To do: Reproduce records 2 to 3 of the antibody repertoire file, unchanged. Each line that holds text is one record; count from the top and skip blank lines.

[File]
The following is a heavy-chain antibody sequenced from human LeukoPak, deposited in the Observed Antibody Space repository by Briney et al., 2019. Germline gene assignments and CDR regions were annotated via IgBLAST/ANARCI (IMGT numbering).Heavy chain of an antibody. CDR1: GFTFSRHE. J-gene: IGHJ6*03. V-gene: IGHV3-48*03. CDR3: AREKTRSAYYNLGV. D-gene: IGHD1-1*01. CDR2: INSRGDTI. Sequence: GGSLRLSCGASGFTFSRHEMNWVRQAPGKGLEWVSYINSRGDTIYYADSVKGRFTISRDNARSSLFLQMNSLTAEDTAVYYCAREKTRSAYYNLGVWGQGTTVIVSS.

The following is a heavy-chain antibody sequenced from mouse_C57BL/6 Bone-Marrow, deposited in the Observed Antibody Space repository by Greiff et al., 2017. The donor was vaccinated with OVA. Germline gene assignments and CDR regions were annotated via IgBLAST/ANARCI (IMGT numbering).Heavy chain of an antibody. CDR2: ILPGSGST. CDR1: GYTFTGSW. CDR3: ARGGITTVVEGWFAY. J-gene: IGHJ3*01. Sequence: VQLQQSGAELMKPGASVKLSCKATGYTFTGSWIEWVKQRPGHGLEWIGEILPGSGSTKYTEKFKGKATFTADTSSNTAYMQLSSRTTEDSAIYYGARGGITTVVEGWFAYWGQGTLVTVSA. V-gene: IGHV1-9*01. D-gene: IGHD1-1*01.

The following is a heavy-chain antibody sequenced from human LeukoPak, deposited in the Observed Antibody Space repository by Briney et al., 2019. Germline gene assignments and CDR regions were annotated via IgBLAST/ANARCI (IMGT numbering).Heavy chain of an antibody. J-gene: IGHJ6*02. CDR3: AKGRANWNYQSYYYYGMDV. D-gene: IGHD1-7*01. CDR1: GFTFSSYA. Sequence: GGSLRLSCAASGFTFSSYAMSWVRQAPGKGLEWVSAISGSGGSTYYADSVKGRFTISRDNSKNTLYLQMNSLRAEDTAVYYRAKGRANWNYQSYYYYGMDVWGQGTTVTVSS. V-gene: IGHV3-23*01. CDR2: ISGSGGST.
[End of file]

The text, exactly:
The following is a heavy-chain antibody sequenced from mouse_C57BL/6 Bone-Marrow, deposited in the Observed Antibody Space repository by Greiff et al., 2017. The donor was vaccinated with OVA. Germline gene assignments and CDR regions were annotated via IgBLAST/ANARCI (IMGT numbering).Heavy chain of an antibody. CDR2: ILPGSGST. CDR1: GYTFTGSW. CDR3: ARGGITTVVEGWFAY. J-gene: IGHJ3*01. Sequence: VQLQQSGAELMKPGASVKLSCKATGYTFTGSWIEWVKQRPGHGLEWIGEILPGSGSTKYTEKFKGKATFTADTSSNTAYMQLSSRTTEDSAIYYGARGGITTVVEGWFAYWGQGTLVTVSA. V-gene: IGHV1-9*01. D-gene: IGHD1-1*01.

The following is a heavy-chain antibody sequenced from human LeukoPak, deposited in the Observed Antibody Space repository by Briney et al., 2019. Germline gene assignments and CDR regions were annotated via IgBLAST/ANARCI (IMGT numbering).Heavy chain of an antibody. J-gene: IGHJ6*02. CDR3: AKGRANWNYQSYYYYGMDV. D-gene: IGHD1-7*01. CDR1: GFTFSSYA. Sequence: GGSLRLSCAASGFTFSSYAMSWVRQAPGKGLEWVSAISGSGGSTYYADSVKGRFTISRDNSKNTLYLQMNSLRAEDTAVYYRAKGRANWNYQSYYYYGMDVWGQGTTVTVSS. V-gene: IGHV3-23*01. CDR2: ISGSGGST.